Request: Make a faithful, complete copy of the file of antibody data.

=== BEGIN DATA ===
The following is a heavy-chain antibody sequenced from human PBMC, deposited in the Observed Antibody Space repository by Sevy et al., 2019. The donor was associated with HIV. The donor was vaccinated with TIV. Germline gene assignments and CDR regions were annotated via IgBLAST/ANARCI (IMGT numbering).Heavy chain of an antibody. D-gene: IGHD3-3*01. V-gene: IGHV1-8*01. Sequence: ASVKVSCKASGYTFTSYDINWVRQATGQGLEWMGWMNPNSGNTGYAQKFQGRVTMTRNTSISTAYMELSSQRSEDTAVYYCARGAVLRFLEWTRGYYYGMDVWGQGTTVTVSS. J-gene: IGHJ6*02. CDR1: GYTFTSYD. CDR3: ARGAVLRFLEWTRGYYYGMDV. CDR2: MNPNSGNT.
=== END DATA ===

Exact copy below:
The following is a heavy-chain antibody sequenced from human PBMC, deposited in the Observed Antibody Space repository by Sevy et al., 2019. The donor was associated with HIV. The donor was vaccinated with TIV. Germline gene assignments and CDR regions were annotated via IgBLAST/ANARCI (IMGT numbering).Heavy chain of an antibody. D-gene: IGHD3-3*01. V-gene: IGHV1-8*01. Sequence: ASVKVSCKASGYTFTSYDINWVRQATGQGLEWMGWMNPNSGNTGYAQKFQGRVTMTRNTSISTAYMELSSQRSEDTAVYYCARGAVLRFLEWTRGYYYGMDVWGQGTTVTVSS. J-gene: IGHJ6*02. CDR1: GYTFTSYD. CDR3: ARGAVLRFLEWTRGYYYGMDV. CDR2: MNPNSGNT.